Parses AMI BIOS Guard (a.k.a. PFAT) images and extracts a proper SPI/BIOS image. You can either Drag & Drop or manually enter the full path of a folder containing AMI PFAT images.
[…]AFU still supports older SMM methodologies for older systems, but such methodologies cannot be used when the platform is equipped with modern BIOSes.[…]
AMI has rmade DuOS — which runs both Android and Windows simultaneously — available again:
PS: AMI: Please add Linux support to your feature list.
In a new blog post, AMI gives an introduction to their MegaRAC SPX-Service Processor, useful background if you’ve no idea about what it is.
[…]In our next post on MegaRAC SP-X, we will look more closely at some of the other specific features and benefits of MegaRAC SP-X mentioned earlier, including hardware and software inventory, power, BIOS and user management, along with more of the different interface protocols that SP-X supports.
I’m not sure, but I think AMI just updated AMIBIOS8 (I see a slew of new PDFs, but no press release or Tweet, so unclear):
AMI killed off this OS earlier in March:
I wonder how things would have turned out if AMI let DuOS try to live on as open source project, instead of just killing off the closed-source product?
AMI has announced support for TPM on Arm®-based systems running AMI’s flagship Aptio® V UEFI Firmware. […] Previously, AMI only provided TPM support for x86 platforms. With the growing need to extend TPM support for additional platforms, AMI has added TPM support for Arm-based systems currently running AMI’s Aptio® V UEFI firmware. The added TPM support for Arm-based systems includes features specifically for the Arm architecture such as TPM driver support within Arm® TrustZone® technology and Linux OS support. The Arm TrustZone TPM Firmware can be accessed by the BIOS and OS via the Command Response Buffer interface using Secure Monitor calls. Other generic features supported by TPM include cryptographic algorithms and measurement of SecureBoot variables.[…]
RU is closed-source freeware for MS-DOS and UEFI. Some UI changes and bugfixes. Changes include:
* Add PCI Express Capabilities Register.bit8 Slot implemented information to info block
* Fix device name was not cleared while changing PCI device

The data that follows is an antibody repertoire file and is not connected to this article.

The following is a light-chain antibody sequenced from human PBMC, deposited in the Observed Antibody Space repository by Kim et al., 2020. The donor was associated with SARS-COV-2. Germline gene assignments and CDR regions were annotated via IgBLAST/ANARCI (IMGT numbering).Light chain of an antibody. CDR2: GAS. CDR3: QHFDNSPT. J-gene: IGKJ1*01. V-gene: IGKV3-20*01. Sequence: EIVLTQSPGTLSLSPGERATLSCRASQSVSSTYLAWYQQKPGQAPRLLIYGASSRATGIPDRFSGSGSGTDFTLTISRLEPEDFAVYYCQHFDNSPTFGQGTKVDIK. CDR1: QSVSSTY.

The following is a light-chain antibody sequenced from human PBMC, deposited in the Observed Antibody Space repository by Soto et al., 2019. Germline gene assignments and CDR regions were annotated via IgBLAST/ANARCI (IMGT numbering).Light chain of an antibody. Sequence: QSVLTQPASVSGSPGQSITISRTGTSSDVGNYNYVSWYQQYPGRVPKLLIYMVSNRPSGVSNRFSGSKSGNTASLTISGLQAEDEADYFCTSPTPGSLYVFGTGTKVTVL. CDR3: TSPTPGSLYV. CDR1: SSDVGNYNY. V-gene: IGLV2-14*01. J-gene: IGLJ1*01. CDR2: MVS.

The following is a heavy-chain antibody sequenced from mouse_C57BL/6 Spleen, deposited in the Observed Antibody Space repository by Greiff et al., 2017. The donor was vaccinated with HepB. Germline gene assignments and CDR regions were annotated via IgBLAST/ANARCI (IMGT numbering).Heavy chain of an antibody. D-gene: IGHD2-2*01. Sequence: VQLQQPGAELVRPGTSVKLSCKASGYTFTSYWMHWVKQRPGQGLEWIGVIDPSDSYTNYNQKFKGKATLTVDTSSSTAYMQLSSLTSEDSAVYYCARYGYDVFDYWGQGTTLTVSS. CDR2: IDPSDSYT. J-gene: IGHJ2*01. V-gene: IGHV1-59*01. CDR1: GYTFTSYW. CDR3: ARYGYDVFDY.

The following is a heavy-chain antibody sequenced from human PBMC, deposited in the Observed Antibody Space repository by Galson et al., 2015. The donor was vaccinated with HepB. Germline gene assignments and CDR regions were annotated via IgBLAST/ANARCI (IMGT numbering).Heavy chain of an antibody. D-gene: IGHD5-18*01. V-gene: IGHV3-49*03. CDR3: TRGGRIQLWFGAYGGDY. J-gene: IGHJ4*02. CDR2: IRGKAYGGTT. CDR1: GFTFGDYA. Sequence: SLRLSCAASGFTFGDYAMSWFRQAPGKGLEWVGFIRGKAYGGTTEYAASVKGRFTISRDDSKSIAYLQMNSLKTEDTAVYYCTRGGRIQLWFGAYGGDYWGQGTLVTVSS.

* F6 PCI list changes (PCI Express) to PCIe
* RU /D ACPI: Display the saving file information more clearly
* ALT-6 ACPI table list now list OEM ID, OEM Table ID and Creator ID.
* Fix wrong ACPI table checksum bad information if the length > 0xffff
Important notes: Every version of RU has it own bugs simply because I did not test it fully. Please leave comments here if you find any bug. RU.EXE are not tested at all.
The UEFI Forum likes to frame UEFI -vs- BIOS, and has a 3-5 Class heirarchy of those systems, including having to deal with UEFI systems that also provide BIOS via Compatibility Support Module (CSM), referring to BIOS as Legacy Mode. If you look at BIOS outside of the framing of the UEFI Forum, it is usually based security, and UEFI has some security where BIOS has none. But there’s another ‘class’: non-UEFI coreboot, optionally secured with Verified Boot, with a BIOS payload. UEFI Forum doesn’t include this in their Class heirarchy… AFAICT, the mainstream IBVs have given up on BIOS and migrated to UEFI. The only places where BIOS will probably remain are in Purism boxes, where they will use TPM+Heads to secure BIOS, or on Chrome boxes, where they will use coreboot Verified Boot to secure BIOS, or in SeaBIOS-based VMs. When Intel stops offering Intel’s implementation of BIOS, maybe this means that the remaining BIOS users will switch to the open source SeaBIOS project, which is great news. Getting rid of the complex class of dual UEFI/BIOS systems will be a joy. 🙂
As WiFi/NFC/Bluetooth become part of a modern firmware stack, AMI has a blog post on bluetooth security issues:
The Fall UEFI Plugfest is happening, a week of interop testing with UEFI vendors, along with some presentations. The presentation abstracts are below, see the full itenary for speaker bios.